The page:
Mangroves are well-known for their environmental benefits and yet it seems as though efforts to propagate them have known little success. According to the Intergovernmental Panel on Climate Change (IPCC) many small islands like Mauritius and their environments face great survival risks. With global warming getting progressively worse by the year, the effects of climate change have become an issue we can no longer ignore. The time now, as scientists and Mauritian authorities alike have stressed, is to make the protection of our environment a priority.

Mangroves are, according to the NASA, “among the most biologically important ecosystems on the planet”. On top of preventing soil erosion, the Journal of Coastal Development affirm that these also provide natural habitats, feeding-places and nurseries for marine species. They filter water and allow fish, especially juveniles, to thrive. Efforts to protect mangroves have been made. The launch of the Mangroves Protection Programme, and legislation like the Fisheries and Marine Resources Act of 1998 which protect mangroves are proof of goodwill.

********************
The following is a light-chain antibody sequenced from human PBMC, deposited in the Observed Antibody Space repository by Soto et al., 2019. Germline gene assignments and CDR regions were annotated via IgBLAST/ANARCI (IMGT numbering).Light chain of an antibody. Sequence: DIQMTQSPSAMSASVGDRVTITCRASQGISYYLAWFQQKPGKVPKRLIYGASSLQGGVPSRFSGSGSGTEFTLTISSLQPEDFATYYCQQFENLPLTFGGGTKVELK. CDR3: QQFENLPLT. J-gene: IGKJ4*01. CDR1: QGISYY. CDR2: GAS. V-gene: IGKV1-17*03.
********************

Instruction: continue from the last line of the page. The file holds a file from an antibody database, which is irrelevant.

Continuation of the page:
And yet, we cannot really boast about great results. One of the causes of this is inadequate planting of mangroves. Mangroves thrive in murky waters; they are wetland plants. And while mangrove forests have been re-planted near the shore in areas like Case Noyale, other mangrove forests (or simply forests) in Grand Sable for instance have been planted in dry soil. According to marine scientist Mark Spalding from the University of Siena, this phenomenon which occurs around the world is a result of legal constraints. Oftentimes, especially in Mauritius, beaches are owned by private individuals and their property extend to the beach and even the shoreline. Authorities then have to fall back on whatever state-owned land is available. Yet, in the case of Grand Sable, it was a small association of local people who took on this endeavour.


Mangroves at Grand Sable. Photo Credits: Stories UNDP

The local association could not be contacted but Mark Spalding points out that in general, what happens is that people plant the wrong kind of mangrove in the wrong place and so the plants do not attain maturity, even if they grow to be saplings.